BoJ governor lauded for smooth policy change


Capable hands: Ueda speaks during a press conference in Tokyo. He is the central bank’s first post-war governor from an academic background. — AFP

TOKYO: Tomorrow will mark one year since Bank of Japan (BoJ) governor Kazuo Ueda took office.

Market players have praised his skill in ending 11 years of massive monetary easing, but the key point of this exit is still to come. The next move, including additional interest rate hikes, will be a focus of attention for the Japanese central bank under Ueda.

“Based on the results of the spring labour-management wage negotiations, the basic growth rate of consumer prices will gradually increase,” Ueda said at a meeting of the House of Representatives Financial Affairs Committee last Friday, reiterating his confidence that the price stability target of 2% inflation will be achieved.

In April last year, Ueda became the first postwar BoJ governor from an academic background. In July and October 2023, he changed the operation of the yield curve control, and in March this year he lifted the negative interest rate policy and eliminated the yield curve control.

Those moves marked a quick end to the framework of large-scale monetary easing measures introduced by former governor Haruhiko Kuroda.

Many market players commended Ueda’s monetary management.

“He was able to smoothly end the large-scale easing without missing the opportunity of large wage hikes in the spring labour-management wage negotiations,” said Tsuyoshi Ueno of NLI Research Institute.

“As he is a scholar, his explanations are well reasoned, and they are also detailed and easy to understand.”

At a press conference following a monetary policy meeting on March 19, Ueda stressed that there will be a “normal monetary policy” in the future.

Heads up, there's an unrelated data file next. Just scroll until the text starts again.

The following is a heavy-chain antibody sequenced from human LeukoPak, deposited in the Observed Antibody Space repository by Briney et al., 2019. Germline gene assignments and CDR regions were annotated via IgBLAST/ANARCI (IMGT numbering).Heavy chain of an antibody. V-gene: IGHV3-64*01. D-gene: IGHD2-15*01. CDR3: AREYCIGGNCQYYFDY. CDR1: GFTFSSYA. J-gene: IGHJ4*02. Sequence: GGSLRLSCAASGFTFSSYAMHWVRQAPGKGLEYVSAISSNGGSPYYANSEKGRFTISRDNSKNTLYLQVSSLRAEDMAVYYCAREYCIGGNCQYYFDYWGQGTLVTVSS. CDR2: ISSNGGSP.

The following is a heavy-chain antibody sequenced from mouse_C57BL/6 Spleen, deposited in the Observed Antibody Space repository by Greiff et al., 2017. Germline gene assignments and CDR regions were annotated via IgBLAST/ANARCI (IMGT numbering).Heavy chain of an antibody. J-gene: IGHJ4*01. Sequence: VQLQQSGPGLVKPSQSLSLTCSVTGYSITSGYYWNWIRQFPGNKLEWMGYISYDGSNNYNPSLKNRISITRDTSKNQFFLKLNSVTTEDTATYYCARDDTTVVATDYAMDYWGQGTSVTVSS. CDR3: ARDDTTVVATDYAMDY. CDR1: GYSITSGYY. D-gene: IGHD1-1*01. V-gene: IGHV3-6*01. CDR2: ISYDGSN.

With the lifting of the negative interest rate policy, short-term interest rates have moved into positive territory for the first time in about eight years. “There is no confusion in the market, and the policy change has landed fine,” said Masahiro Ichikawa of Sumitomo Mitsui DS Asset Management Co.

The end of the negative interest rate policy resulted in only an about 0.1% increase in interest rates, and market attention is turning to additional rate hikes.

Behind the speculation about additional interest rate hikes is the expectation that companies will pass on higher wages to selling prices, increasing the probability that the price-stability target will be realised.

With the government’s income tax cut coming in June, some in the market believe an additional rate hike could occur as early as this summer.

However, deciding on an additional rate hike is not easy. Another rate increase could adversely affect the economy, causing a further deterioration in consumer spending, which was already weakening, and a greater borrowing burden on businesses and households.

The handling of Japanese government bonds purchased by the BoJ is also a difficult task. According to preliminary Flow of Funds statistics released last month, the outstanding amount of government bonds held by the central bank stood at 581 trillion yen as of the end of December, accounting for 53.8% of overall bond holdings.

To normalise monetary policy, a reduction in the outstanding amount of government bonds is inevitable.

At the lower house committee session last Friday, Ueda expressed his desire to introduce quantitative tightening. “In the future, we want to reduce the amount of bond purchases and shift to a situation in which the outstanding amount shrinks along with the redemption of bonds,” Ueda said.

When a large amount of government bonds are held by the central bank, that itself keeps long-term interest rates low.

This is why the BoJ has continued to purchase about six trillion yen of government bonds per month for the time being, to maintain the amount it holds.

A reduction of the holding could cause a sharp rise in long-term interest rates. — The Japan News/ANN

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